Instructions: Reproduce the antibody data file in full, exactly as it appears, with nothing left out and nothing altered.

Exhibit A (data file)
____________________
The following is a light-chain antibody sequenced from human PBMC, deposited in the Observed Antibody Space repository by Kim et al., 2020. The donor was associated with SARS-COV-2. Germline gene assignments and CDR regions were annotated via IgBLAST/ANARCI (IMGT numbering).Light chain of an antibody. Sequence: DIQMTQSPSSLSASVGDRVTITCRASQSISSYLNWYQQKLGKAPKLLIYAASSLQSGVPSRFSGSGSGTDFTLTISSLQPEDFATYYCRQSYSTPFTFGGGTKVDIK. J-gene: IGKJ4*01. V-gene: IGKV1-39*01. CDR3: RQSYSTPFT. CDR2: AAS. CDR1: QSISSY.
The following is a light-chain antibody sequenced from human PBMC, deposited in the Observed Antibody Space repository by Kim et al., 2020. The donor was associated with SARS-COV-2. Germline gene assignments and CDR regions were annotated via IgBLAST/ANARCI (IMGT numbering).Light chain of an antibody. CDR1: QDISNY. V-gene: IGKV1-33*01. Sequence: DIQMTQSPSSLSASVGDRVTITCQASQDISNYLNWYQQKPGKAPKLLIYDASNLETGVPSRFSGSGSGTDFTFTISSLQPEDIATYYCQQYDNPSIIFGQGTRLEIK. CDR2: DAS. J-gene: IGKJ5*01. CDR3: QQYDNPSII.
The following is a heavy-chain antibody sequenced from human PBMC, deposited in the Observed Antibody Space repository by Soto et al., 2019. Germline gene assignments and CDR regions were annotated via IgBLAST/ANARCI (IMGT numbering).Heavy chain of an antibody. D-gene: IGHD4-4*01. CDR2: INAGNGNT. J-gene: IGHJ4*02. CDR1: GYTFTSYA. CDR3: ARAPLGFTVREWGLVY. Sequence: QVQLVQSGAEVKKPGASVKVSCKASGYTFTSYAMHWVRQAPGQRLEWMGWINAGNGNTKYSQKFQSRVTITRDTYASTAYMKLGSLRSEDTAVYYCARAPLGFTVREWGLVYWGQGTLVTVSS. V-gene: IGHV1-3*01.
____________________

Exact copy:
The following is a light-chain antibody sequenced from human PBMC, deposited in the Observed Antibody Space repository by Kim et al., 2020. The donor was associated with SARS-COV-2. Germline gene assignments and CDR regions were annotated via IgBLAST/ANARCI (IMGT numbering).Light chain of an antibody. Sequence: DIQMTQSPSSLSASVGDRVTITCRASQSISSYLNWYQQKLGKAPKLLIYAASSLQSGVPSRFSGSGSGTDFTLTISSLQPEDFATYYCRQSYSTPFTFGGGTKVDIK. J-gene: IGKJ4*01. V-gene: IGKV1-39*01. CDR3: RQSYSTPFT. CDR2: AAS. CDR1: QSISSY.
The following is a light-chain antibody sequenced from human PBMC, deposited in the Observed Antibody Space repository by Kim et al., 2020. The donor was associated with SARS-COV-2. Germline gene assignments and CDR regions were annotated via IgBLAST/ANARCI (IMGT numbering).Light chain of an antibody. CDR1: QDISNY. V-gene: IGKV1-33*01. Sequence: DIQMTQSPSSLSASVGDRVTITCQASQDISNYLNWYQQKPGKAPKLLIYDASNLETGVPSRFSGSGSGTDFTFTISSLQPEDIATYYCQQYDNPSIIFGQGTRLEIK. CDR2: DAS. J-gene: IGKJ5*01. CDR3: QQYDNPSII.
The following is a heavy-chain antibody sequenced from human PBMC, deposited in the Observed Antibody Space repository by Soto et al., 2019. Germline gene assignments and CDR regions were annotated via IgBLAST/ANARCI (IMGT numbering).Heavy chain of an antibody. D-gene: IGHD4-4*01. CDR2: INAGNGNT. J-gene: IGHJ4*02. CDR1: GYTFTSYA. CDR3: ARAPLGFTVREWGLVY. Sequence: QVQLVQSGAEVKKPGASVKVSCKASGYTFTSYAMHWVRQAPGQRLEWMGWINAGNGNTKYSQKFQSRVTITRDTYASTAYMKLGSLRSEDTAVYYCARAPLGFTVREWGLVYWGQGTLVTVSS. V-gene: IGHV1-3*01.